Bair Hugger Warming Blanket Lawyer

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Bair Hugger is a forced-air warming blanket that is used to prevent hypothermia in patients during some surgeries. This type of warming blanket has been in use in the United States since 1988. Today, over 80% of U.S. hospitals use the technology.

The warming blanket works by using a micron filter to gently force warm air through the blanket. Additionally, the blankets make use of pressure points on the patient’s body to prevent pressure sores and burns in certain at-risk areas. The Bair Hugger also features drain holes that allow fluid to pass through and be absorbed by linen inside the blanket. This prevents skin maceration, or the softening and breaking down of skin due to prolonged exposure to moisture. These blankets are disposable so as to reduce the risk of infection spreading from patient to patient.

3M is formerly known as the Minnesota Mining and Manufacturing Company and is an American multinational corporation that produces more than 55,000 products, including medical devices.

One of 3M’s main products is the warming blankets among many other heating blankets for hospitals and clinics.

You should retain our Bair Hugger Warming Blanket lawyers if you or someone you love has been hurt or suffered adverse conditions after using a warming blanket. Our dangerous devices attorneys can answer your questions, explain your rights, and help you navigate the legal process to pursue compensation.

What Infections Can Be Caused By Bair Hugger Warming Blankets?

The most common infection occurs in patients who have had hip or knee implant surgery caused by Methicillin-resistant Staphylococcus aureus (MRSA) bacteria. Although many staphylococcus aureus bacteria are essentially harmless, MRS is known to resist antibiotic therapies and therefore make it difficult to treat.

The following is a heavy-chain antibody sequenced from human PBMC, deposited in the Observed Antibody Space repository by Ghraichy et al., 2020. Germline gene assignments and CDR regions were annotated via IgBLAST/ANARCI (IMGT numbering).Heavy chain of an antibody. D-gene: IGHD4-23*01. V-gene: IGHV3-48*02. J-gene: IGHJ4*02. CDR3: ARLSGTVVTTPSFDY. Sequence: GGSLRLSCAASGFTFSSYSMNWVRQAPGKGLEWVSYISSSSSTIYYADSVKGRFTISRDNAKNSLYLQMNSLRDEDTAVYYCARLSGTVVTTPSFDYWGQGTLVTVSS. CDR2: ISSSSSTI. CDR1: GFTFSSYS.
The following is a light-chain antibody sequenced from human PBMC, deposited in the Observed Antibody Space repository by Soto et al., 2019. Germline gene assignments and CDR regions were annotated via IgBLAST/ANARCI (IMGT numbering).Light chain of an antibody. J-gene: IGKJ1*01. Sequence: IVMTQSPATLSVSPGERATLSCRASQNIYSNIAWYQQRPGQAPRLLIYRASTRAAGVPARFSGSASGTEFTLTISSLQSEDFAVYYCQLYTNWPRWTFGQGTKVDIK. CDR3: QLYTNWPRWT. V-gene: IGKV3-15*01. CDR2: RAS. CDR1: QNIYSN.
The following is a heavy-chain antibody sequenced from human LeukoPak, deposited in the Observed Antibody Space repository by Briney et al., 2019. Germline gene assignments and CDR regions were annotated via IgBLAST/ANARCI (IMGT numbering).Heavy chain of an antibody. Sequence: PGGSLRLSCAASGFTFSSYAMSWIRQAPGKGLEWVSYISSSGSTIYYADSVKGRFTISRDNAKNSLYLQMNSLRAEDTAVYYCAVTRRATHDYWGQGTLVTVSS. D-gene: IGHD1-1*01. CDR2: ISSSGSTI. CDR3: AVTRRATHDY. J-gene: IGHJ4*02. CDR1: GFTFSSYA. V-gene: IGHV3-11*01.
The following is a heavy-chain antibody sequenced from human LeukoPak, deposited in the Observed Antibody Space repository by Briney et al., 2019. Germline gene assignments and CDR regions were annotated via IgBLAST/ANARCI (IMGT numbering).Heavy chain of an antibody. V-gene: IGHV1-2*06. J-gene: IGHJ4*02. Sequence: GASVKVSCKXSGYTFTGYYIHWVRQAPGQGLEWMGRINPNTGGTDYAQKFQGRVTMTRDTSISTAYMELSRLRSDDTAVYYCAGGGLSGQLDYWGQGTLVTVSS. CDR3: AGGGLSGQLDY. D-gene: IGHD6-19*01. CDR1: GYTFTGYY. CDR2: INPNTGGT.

Any bacteria that remain after prescribed treatment will develop a tolerance to the antibiotic and pass on the resistance as others divide and multiply.

Methicillin-resistant Staphylococcus aureus, or MRSA, is a type of staph bacteria. While ordinary staph bacteria, according to the Mayo Clinic, can be found on about one-third of the population and are generally harmless, an infection can occur if the bacteria enter the body through cuts or other wounds. Such infections can be treated with antibiotics. MRSA, however, is an especially difficult infection to treat, as it has become resistant to many of the antibiotics used to treat typical staph infections.

There are two types of MRSA: community-associated MRSA (CA-MRSA) and healthcare-associated MRSA (HA-MRSA). CA-MRSA is the less common of the two, but it is often found in people living in crowded conditions, people who play high-contact sports, and people who work with children, as it is spread by skin-to-skin contact. More common is HA-MRSA, which occurs in people who have been in healthcare settings such as hospitals and nursing homes. Typically, MRSA infections are associated with invasive procedures or medical devices.

MRSA infections, like most staph infections, generally first appear as swollen, painful red bumps that may initially resemble a pimple or spider bite. The infected area could also be warm and full of pus or other liquid, and the patient could experience a fever. If the infection begins to spread or the symptoms show no improvement after several days, even with the use of antibiotics, it could be an MRSA infection.